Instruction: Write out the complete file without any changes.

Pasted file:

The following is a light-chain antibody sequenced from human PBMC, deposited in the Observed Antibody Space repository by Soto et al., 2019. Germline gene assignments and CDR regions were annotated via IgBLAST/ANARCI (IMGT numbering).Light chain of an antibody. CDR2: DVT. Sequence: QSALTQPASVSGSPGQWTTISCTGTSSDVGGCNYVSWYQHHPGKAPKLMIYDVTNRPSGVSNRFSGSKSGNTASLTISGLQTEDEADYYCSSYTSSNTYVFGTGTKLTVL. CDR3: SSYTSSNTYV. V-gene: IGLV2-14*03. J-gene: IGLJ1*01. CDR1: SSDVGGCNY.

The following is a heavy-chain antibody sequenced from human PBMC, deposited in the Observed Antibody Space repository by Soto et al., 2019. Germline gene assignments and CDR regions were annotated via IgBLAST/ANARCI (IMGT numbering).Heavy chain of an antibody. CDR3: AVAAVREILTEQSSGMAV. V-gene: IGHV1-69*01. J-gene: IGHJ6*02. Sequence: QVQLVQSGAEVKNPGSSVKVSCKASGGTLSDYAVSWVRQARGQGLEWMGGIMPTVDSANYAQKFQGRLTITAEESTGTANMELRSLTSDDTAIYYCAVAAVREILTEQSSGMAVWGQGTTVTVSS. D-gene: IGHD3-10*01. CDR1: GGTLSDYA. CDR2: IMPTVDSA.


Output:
The following is a light-chain antibody sequenced from human PBMC, deposited in the Observed Antibody Space repository by Soto et al., 2019. Germline gene assignments and CDR regions were annotated via IgBLAST/ANARCI (IMGT numbering).Light chain of an antibody. CDR2: DVT. Sequence: QSALTQPASVSGSPGQWTTISCTGTSSDVGGCNYVSWYQHHPGKAPKLMIYDVTNRPSGVSNRFSGSKSGNTASLTISGLQTEDEADYYCSSYTSSNTYVFGTGTKLTVL. CDR3: SSYTSSNTYV. V-gene: IGLV2-14*03. J-gene: IGLJ1*01. CDR1: SSDVGGCNY.

The following is a heavy-chain antibody sequenced from human PBMC, deposited in the Observed Antibody Space repository by Soto et al., 2019. Germline gene assignments and CDR regions were annotated via IgBLAST/ANARCI (IMGT numbering).Heavy chain of an antibody. CDR3: AVAAVREILTEQSSGMAV. V-gene: IGHV1-69*01. J-gene: IGHJ6*02. Sequence: QVQLVQSGAEVKNPGSSVKVSCKASGGTLSDYAVSWVRQARGQGLEWMGGIMPTVDSANYAQKFQGRLTITAEESTGTANMELRSLTSDDTAIYYCAVAAVREILTEQSSGMAVWGQGTTVTVSS. D-gene: IGHD3-10*01. CDR1: GGTLSDYA. CDR2: IMPTVDSA.